Take Your Diet on the Road
Traveling doesn't have to land you in fat city
Airport Advice continued...
If you're on one of the increasingly rare flights that serves food, order a
vegetarian meal, says NYU nutritionist Samantha Heller. You can also call ahead
of time and advise the airline of any special dietary needs you have.
Eating out in restaurants presents its own challenges, says Steinback, but
they, too, can be managed. Here are a few suggestions:
- Ask for substitutions. Choose salad, fruit, rice, or a baked potato instead
of chips, fries, or coleslaw.
- Pay attention to what you choose on the salad bar. A salad soaked in oily
or creamy dressing can be more fattening than a Big Mac and fries.
- Order half-portions, or share an entrÃ©e with someone else at your
- Eat only what tastes great. Don't waste calories on foods you can live
- Order a large side dish and a small entrÃ©e, or several healthy-choice
appetizers instead of an entrÃ©e.
- Skip anything called "smothered," "crispy," crusted,"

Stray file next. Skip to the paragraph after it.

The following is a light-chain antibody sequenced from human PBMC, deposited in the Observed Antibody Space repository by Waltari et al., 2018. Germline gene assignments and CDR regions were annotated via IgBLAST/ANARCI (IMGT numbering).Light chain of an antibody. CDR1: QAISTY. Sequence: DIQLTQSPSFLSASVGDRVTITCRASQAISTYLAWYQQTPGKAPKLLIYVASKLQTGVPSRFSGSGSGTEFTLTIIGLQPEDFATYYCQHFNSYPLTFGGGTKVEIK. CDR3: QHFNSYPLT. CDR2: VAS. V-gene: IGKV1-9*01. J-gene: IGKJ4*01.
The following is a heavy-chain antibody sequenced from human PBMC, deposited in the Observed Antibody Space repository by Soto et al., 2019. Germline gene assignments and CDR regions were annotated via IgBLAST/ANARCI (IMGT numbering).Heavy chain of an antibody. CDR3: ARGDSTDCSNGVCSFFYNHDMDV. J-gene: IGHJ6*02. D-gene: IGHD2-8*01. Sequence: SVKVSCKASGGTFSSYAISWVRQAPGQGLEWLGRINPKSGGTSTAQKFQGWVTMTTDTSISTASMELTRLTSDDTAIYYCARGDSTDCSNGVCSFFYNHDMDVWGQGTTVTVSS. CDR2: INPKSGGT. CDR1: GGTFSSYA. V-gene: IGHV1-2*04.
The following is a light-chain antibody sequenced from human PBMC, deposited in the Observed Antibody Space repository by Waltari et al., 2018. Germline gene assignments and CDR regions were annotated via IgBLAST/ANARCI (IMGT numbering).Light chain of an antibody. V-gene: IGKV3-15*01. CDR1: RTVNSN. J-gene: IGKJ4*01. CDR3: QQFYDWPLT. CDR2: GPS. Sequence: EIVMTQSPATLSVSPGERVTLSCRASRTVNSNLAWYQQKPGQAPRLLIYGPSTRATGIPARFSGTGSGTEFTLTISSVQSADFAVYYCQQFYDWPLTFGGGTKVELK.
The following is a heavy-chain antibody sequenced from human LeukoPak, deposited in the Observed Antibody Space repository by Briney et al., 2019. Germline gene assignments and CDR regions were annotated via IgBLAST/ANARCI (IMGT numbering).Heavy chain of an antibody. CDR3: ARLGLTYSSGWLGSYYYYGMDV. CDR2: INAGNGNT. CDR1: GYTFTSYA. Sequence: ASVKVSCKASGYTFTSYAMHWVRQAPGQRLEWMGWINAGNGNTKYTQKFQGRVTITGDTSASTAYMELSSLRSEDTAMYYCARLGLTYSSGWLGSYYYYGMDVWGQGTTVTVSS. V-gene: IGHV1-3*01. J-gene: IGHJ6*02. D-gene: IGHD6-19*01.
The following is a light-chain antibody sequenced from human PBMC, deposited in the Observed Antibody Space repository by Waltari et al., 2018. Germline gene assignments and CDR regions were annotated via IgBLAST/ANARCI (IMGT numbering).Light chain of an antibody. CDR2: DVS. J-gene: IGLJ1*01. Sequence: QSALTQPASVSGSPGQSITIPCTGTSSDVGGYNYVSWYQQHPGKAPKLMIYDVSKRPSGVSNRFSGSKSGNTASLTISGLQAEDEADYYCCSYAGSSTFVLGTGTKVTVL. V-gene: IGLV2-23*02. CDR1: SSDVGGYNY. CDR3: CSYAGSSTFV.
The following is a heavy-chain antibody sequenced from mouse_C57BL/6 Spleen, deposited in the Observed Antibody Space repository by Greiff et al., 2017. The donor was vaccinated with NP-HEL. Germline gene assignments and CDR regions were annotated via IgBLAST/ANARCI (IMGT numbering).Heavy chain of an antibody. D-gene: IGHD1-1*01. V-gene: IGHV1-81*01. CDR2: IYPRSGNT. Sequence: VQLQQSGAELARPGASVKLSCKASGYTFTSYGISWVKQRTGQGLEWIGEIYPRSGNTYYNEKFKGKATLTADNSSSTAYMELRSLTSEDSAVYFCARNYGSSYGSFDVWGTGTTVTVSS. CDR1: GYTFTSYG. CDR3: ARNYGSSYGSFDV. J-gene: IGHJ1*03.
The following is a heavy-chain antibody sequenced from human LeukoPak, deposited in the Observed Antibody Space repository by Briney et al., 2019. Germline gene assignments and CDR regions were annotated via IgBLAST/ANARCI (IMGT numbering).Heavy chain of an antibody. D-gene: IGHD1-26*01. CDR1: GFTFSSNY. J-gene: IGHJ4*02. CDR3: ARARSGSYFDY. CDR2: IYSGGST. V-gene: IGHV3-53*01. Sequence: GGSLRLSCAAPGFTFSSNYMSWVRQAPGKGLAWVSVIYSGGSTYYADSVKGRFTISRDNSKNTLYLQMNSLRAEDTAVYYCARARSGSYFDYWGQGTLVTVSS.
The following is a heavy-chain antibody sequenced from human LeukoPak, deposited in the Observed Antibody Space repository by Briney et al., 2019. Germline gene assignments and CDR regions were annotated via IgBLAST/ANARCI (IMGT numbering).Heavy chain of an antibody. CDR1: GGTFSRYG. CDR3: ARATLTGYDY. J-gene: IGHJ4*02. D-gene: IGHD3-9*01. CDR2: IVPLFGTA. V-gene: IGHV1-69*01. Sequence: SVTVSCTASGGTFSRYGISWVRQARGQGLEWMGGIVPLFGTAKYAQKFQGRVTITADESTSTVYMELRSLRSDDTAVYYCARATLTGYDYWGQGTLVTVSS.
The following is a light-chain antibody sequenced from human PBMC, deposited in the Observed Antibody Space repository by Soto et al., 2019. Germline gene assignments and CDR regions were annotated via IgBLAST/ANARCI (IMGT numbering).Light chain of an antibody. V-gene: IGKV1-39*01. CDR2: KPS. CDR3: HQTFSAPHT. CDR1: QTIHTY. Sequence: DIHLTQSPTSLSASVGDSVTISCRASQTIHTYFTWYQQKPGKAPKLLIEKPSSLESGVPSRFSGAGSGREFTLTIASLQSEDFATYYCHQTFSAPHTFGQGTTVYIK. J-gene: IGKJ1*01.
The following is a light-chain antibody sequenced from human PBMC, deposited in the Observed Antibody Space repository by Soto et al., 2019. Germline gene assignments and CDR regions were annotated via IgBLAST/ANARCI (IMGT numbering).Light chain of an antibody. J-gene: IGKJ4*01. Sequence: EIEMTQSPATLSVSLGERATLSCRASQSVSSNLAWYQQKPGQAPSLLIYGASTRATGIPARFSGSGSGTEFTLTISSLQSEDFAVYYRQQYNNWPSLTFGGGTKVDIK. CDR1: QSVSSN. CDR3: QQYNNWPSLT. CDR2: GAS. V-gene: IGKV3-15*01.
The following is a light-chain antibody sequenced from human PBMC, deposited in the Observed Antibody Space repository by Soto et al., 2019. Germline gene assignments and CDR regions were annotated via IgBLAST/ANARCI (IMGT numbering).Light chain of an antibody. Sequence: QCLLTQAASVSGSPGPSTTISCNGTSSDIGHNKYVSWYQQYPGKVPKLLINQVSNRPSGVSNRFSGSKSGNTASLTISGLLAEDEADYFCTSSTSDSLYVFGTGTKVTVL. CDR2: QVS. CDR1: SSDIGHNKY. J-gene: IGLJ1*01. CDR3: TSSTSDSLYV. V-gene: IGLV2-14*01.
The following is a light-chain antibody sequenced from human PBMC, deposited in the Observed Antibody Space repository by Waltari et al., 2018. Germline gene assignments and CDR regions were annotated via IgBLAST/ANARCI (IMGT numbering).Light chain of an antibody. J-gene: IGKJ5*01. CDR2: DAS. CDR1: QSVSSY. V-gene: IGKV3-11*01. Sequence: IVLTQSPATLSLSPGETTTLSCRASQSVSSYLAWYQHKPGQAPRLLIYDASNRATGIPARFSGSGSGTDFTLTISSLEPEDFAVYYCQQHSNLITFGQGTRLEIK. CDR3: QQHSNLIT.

- Don't order dessert right after finishing your meal. If you wait a few
minutes, you may find you're not as hungry for it as you thought.
Guess Who's Coming to Dinner?
What do you do if you're visiting friends or family? There are ways to
negotiate meals -- even holiday meals -- when you're in someone else's home,
says Samantha Heller.
It's always a good idea to (gently) remind the hosts of your dietary needs.
If possible, offer to prepare a dish yourself so you have control over at least
one item on the menu.
If that's not possible, pay close attention to the food choices you make,
and watch your portions.
At a holiday dinner, for example, eat veggies or shrimp cocktail for hors
d'oeuvres and leave the cheese cubes or mini-quiches alone. Choose white-meat
turkey and skip the skin (even if it is the best part!). Sample the stuffing if
you want -- the operative word being "sample." And don't necessarily
skip the pumpkin pie. Pumpkin is loaded with vitamin A and is good for you; the
whipped cream and the crust are not. So eat a sliver of the filling and leave
the rest on your plate.
"And if you must self-medicate to deal with all those relatives,"
Heller says (we all know what she's talking about, don't we?), choose a light
beer or a wine spritzer instead of the eggnog or something harder.